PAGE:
July 28 2008 / by Mielle Sullivan / In association with Future Blogger.net
Category: Energy Year: General Rating: 15 Hot
For 80-year-old Texas oil tycoon T. Boone Pickens the
answer is blowin’ in the wind.
When you imagine of the future of U.S. energy, chances are the you don’t think of 80-year-old Texas Oil tycoons. At least you didn’t until T. Boone Pickens began campaigning for the The Pickens Plan just a few weeks ago. With oil prices heading towards $5 a gallon in the midst of a recession, an administration change on the horizon and the clean-tech debate drawing a great deal of attention and even more capital, the U.S. sorely needs a high profile spokesperson for energy policy change. So is Pickens our guy? And is the timing finally right for some serious energy policy change?
The Pickens Plan calls for a reduction in U.S. use of
foreign oil by 38% in 10 years by greatly expanding wind
power in the center of the country to be used towards electricity
production, thus freeing up natural gas reserves to be used for
transportation. 22% of U.S.
electrical generation comes from natural gas. The plan argues
that if the current 1% (48 billion kWh)
of power converted from wind can be expanded to 20% (960 billion
kWh) then the more than 6.2 trillion cubic feet of natural
gas used annually to produce electricity could be used for transportation starting
with industry vehicles like trucks and buses. Furthermore,
unlike oil, natural domestic gas production can increase and
actually did see a 9% rise
from 2007 to 2008. U.S. natural gas reserves are twice
But why has Pickens chosen to promote his plan at this exact
moment? U.S. dependence on foreign oil has been an issue for
at least 20 years and it’s not as if the other selling points of
his plan—lower CO2 emissions of natural
gas, the need to expand renewable energy infrastructure, and the
potential of wind power in the U.S.—are new to the political
landscape. Environmentalists and many Democrats have been
shouting these points for years. The only thing new to these
ideas is that
Pickens is promoting them. Atop in all, Pickens is a
particularly unlikely renewable energy spokesperson. Besides
being a billionaire oil tycoon, he has been an outspoken supporter
of the Republican party and contributed $5.5 million to help defeat John Kerry elect
George W. Bush in 2004.
But the times they are a changin’. President Bush’s term
is up. The administration change in January coincides with a
rising tide of forces that include the escalating oil prices, more
apparent climate change, the rise of clean-tech and rapidly
increasing public demand for energy policy changes. All of
this could herald drastic infrastructure changes catalyzed in large
part by huge government investments and subsidies that now seem
inevitable. Such investments mean someone out there is going
to make a hefty chunk of profit. T. Boone Pickens is
jockeying to grab the largest slice of that pie – or at the very
least a seat at the big boys’ table. And for him, the answer
is, indeed, blowing in the wind.
Pickens’ company Mesa Power LP is already constructing the world’s largest wind power plant in Pampa, Texas. When completed it will generate fourhundred thousand megawatts of electricity. Pickens also owns a company called Clean Energy which is the largest provider of vehicular natural gas in North America. If anything remotely similar to The Pickens Plan does become part of future U.S. energy policy, it is a safe bet that the companies Pickens owns, or has invested in, will stand to make millions.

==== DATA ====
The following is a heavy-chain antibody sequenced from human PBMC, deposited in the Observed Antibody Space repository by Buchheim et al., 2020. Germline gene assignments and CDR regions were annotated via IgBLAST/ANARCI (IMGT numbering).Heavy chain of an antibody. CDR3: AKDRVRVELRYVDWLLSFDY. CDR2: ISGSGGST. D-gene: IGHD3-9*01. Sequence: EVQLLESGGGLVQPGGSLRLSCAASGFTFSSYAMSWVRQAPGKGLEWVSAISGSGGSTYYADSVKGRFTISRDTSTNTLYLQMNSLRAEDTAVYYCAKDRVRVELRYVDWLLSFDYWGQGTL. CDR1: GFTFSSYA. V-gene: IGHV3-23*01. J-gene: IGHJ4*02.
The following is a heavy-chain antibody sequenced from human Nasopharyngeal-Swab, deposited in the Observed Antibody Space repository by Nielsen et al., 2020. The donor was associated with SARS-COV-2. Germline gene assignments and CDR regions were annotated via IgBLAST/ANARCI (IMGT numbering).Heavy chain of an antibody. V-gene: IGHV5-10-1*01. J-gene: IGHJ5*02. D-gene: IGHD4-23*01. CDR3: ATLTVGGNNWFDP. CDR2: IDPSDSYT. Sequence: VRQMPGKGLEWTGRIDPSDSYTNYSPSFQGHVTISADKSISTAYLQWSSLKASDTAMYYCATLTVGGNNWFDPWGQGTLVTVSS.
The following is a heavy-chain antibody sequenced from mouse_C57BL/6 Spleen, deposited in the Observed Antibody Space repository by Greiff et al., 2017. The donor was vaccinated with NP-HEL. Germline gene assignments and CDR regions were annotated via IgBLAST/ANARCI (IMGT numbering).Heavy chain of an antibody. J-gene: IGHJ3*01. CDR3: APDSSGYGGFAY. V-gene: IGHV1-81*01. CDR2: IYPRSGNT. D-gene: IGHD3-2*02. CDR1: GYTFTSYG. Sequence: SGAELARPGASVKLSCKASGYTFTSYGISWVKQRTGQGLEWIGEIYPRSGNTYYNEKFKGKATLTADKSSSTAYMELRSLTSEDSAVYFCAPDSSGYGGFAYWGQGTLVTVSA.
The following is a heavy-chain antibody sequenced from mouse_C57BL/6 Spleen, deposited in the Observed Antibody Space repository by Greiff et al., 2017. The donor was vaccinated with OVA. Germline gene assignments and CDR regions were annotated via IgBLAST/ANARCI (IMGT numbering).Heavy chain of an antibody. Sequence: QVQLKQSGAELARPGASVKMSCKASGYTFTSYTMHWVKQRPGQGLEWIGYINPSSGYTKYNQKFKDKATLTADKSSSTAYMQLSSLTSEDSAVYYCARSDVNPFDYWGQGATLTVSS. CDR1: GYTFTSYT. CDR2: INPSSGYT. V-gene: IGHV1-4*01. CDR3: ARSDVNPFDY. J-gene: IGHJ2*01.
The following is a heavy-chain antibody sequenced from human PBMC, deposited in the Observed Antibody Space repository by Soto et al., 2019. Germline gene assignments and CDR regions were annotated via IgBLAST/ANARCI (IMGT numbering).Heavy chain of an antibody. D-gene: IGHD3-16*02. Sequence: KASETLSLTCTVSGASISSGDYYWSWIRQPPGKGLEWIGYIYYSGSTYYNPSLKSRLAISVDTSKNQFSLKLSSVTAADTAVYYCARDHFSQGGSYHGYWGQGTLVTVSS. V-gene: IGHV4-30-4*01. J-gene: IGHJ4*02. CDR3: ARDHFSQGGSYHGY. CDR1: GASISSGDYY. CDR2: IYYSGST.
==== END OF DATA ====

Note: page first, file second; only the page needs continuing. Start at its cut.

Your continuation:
Following that logic, Pickens move to champion for wind power begins to make a great deal more sense, especially considering that he’s famous for generating his fortune by expanding through acquisition and corporate maneuvering rather than behaving like a traditional oil tycoon. He founded Mesa Petroleum which then acquired Hughton Petroleum, a company 30 times larger than Mesa. He went on to be one of the famous Corporate Raiders of the eighties. Pickens then became notorious for making fortunes by bidding for undervalued companies, but not actually acquiring them. As soon as the stock prices for the targeted companies went up, often as a result of measures taken to resist the bid, Pickens and the investors he represented would sell their stock and abandon the bid. This was sometimes disastrous for the targeted company – as in the example of Gulf Oil. In one way, the Pickens Plan is just another rapid, drastic expansion of one of his own companies – a risky but high-pay off business venture.
Pickens says it’s not all about the money. Sure he’s bound to make a fortune, but who cares, as long as the plan is good for America? He might be right. The plan contains some seductive arguments and has gained high profile support including an endorsement from Carl Pope, Executive Director of the Sierra Club.
Of course, the plan isn’t flawless. Even if we are able to build
and install all the turbines The Pickens Plan calls for – a big IF
because capacity for building wind turbines is already very
strained – just 150,000 vehicles in the U.S. currently run on
natural gas. If The Pickens Plan is to succeed in reducing
foreign oil imports by 38% the number of gas powered cars would
have to skyrocket in 10 years, which doesn’t seem all that likely,
especially considering new competing fuel formats.
But I do think we are very likely to see many more old school
energy investors flock to clean-tech and renewables in the near
future. There are huge profits to be made in the imminent
change of energy infrastructure in the U.S. and capital all around
the world is looking for a place to go and grow. Thus, the
near-term future of energy may indeed be ushered in by the
old-school faces of the industry’s past.